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Consider a Fourier Series

$$S(t) = \sum_{k=0}^{\infty}c_{k}e^{ikt}$$

where $c_{k}$ are complex coefficients such that the sum $\sum |c_{k}|$ is finite. I am also given that $\lim_{k\to\infty}k^{m}c_{k}=0$ for some fixed $m>0$.

Question: What can we say about the differentiability of $S$?

What I tried: If I can prove that $\sum k|c_{k}|<\infty$, then the sequence of derivatives of the partial sums $$f_{n}'(t)=\sum_{k=0}^{n}ikc_{k}e^{ikt}$$ must converge uniformly to a continuous limit, then $S$ would be differentiable. However, I am not sure how to apply the fact that $\lim_{k\to\infty}k^{m}c_{k}=0$ for some fixed $m>0$ - certainly $\sum k|c_{k}|<\infty$ implies the terms should go to 0 but how do I know the converse is true?

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  • $\begingroup$ If $\sum_k |c_k k^m| < \infty$ then integrate $m$-times $\sum_k c_k (ik)^m e^{ikt}$ you'll recover $S(t)$ $\endgroup$
    – reuns
    Aug 4 '19 at 3:58
  • $\begingroup$ How do you show $\sum_{k}|c_{k}k^{m}|<\infty$ given that $\lim_{m\to\infty}k^{m}c_{k}=0$ and $\sum_{k}|c_{k}|<0$? $\endgroup$ Aug 4 '19 at 4:52
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    $\begingroup$ I don't. $c_k = O(k^{-m})$ implies $\sum_k |c_k k^{m-2}| < \infty$ so $S(t)$ is $C^{m-2}$, and that $\sum_k c_k (ik)^{m-1} e^{ikt}$ converges in $L^2$ so that $S(t)$ is the $m-1$-th primitive of a $L^2$ function. The $m$-th derivative is only well-defined in the sense of distributions. $\endgroup$
    – reuns
    Aug 4 '19 at 17:27
  • $\begingroup$ Can we assume that $m$ is an integer? Otherwise, we can set $c_k=1/k$ if $k$ is a power of $2$, and $c=0$ otherwise. This does not satisfy $\sum_k k|c_k|\lt\infty$. $\endgroup$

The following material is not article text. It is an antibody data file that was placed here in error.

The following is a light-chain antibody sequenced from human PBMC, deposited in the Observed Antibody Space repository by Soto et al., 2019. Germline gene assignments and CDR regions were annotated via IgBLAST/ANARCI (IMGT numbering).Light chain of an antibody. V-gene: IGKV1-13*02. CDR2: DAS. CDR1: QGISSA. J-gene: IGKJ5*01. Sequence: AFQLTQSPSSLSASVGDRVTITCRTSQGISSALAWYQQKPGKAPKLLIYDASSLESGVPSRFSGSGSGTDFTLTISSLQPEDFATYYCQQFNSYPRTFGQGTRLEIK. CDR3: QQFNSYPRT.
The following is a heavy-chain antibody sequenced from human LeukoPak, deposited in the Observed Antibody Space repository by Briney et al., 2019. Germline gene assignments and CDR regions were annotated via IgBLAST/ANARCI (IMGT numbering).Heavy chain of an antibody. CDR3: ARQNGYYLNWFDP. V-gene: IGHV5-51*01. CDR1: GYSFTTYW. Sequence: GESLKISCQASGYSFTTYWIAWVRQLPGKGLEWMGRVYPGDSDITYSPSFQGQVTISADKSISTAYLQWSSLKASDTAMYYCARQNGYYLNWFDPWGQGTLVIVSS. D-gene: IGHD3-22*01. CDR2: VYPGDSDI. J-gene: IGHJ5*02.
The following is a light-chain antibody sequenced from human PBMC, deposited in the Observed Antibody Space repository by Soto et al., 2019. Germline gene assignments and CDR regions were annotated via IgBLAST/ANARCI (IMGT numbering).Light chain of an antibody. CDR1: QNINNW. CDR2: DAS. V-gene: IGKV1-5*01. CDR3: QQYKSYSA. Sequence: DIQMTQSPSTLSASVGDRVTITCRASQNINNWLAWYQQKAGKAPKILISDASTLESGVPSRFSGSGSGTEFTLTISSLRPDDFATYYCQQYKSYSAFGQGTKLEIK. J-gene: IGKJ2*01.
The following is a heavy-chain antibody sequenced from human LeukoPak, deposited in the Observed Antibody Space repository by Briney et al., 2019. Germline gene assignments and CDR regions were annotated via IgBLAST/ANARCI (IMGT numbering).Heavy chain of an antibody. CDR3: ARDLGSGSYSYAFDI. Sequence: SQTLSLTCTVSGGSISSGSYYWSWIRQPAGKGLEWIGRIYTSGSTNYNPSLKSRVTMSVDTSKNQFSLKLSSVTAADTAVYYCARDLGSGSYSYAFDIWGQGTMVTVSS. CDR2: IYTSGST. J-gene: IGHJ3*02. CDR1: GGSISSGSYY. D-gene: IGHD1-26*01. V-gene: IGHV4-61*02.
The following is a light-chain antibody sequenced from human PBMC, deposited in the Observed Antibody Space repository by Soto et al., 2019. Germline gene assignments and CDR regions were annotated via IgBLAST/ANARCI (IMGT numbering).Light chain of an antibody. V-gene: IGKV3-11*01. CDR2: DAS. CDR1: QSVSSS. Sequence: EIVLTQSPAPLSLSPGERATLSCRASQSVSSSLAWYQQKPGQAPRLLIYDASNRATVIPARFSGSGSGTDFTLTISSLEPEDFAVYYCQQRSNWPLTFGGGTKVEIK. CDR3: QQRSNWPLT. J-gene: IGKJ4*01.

– Thijs
    Aug 7 '19 at 10:07
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    $\begingroup$ I think it might be time to ask the professor about whether $m$ is supposed to be an integer -- no use spending a ton of time on a problem that's not the one intended. $\endgroup$ Aug 7 '19 at 10:21
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Before I type anything else, I would like to point out that the assumption (8) below is insufficient to establish that

$\displaystyle \sum_0^\infty k \vert c_k \vert < \infty, \tag 0$

even when the condition (9) binds.  A counterexample is provided by the series

$R(t) = \displaystyle \sum_1^\infty \dfrac{1}{k^2} e^{ikt}; \tag{0.1}$

it is well-known that

$\displaystyle \sum_1^\infty \dfrac{1}{k^2} = \dfrac{\pi^2}{6}, \tag{0.2}$

see Showing $\sum _{k=1} 1/k^2 = \pi^2/6$ ; however, with

$c_k = \dfrac{1}{k^2}, \tag{0.3}$

we find

$\displaystyle \sum_1^\infty kc_k = \sum_1^\infty k \dfrac{1}{k^2} = \sum_1^\infty \dfrac{1}{k} = \infty; \tag{0.4}$

nevertheless, if adopt the stronger hypothesis that

$\displaystyle \sum_1^\infty k^m \vert c_k \vert < \infty, \tag{0.5}$

we will discover its suffiency, as is shown below.

I assume

$0 < m \in \Bbb Z, \tag 0$

that is, $m$ is a positive integer.

Consider the sequence of partial sums

$S_n(t) = \displaystyle \sum_{k = 0}^n c_ke^{ikt} \tag 1$